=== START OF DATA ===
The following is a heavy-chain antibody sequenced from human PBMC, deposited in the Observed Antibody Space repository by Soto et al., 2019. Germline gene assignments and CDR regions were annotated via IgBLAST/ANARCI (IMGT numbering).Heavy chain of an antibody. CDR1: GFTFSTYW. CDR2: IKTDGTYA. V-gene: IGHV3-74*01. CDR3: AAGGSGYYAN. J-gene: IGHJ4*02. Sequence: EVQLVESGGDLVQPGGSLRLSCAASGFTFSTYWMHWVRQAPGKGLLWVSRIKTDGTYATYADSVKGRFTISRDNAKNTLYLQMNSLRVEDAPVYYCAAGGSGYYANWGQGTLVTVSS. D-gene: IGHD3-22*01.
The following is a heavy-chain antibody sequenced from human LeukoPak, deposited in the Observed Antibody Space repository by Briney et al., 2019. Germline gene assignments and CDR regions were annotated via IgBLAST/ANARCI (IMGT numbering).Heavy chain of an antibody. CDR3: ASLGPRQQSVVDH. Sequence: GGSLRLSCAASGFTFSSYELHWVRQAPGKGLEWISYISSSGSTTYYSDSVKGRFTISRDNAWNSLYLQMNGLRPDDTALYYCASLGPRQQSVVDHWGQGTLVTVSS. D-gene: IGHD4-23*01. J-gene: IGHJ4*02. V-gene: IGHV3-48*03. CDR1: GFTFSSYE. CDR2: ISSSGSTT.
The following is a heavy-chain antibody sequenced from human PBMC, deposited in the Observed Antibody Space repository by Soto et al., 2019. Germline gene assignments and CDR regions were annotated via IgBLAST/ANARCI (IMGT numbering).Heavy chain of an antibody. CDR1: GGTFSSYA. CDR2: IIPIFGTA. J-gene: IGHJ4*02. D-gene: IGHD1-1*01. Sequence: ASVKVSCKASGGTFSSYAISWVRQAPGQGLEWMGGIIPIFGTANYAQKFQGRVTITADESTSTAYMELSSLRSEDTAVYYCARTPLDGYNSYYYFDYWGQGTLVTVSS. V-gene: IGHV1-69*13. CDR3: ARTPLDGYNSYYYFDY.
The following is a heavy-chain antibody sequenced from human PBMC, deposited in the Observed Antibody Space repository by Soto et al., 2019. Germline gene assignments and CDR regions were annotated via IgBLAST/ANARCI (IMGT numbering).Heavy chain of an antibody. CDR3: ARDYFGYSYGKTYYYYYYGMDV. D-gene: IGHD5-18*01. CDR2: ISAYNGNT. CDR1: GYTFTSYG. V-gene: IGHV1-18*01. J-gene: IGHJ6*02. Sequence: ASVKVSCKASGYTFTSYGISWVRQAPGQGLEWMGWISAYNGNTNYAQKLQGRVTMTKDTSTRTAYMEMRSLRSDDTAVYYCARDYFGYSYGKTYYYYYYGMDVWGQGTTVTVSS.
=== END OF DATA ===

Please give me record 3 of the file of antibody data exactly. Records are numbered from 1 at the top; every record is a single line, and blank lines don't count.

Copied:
The following is a heavy-chain antibody sequenced from human PBMC, deposited in the Observed Antibody Space repository by Soto et al., 2019. Germline gene assignments and CDR regions were annotated via IgBLAST/ANARCI (IMGT numbering).Heavy chain of an antibody. CDR1: GGTFSSYA. CDR2: IIPIFGTA. J-gene: IGHJ4*02. D-gene: IGHD1-1*01. Sequence: ASVKVSCKASGGTFSSYAISWVRQAPGQGLEWMGGIIPIFGTANYAQKFQGRVTITADESTSTAYMELSSLRSEDTAVYYCARTPLDGYNSYYYFDYWGQGTLVTVSS. V-gene: IGHV1-69*13. CDR3: ARTPLDGYNSYYYFDY.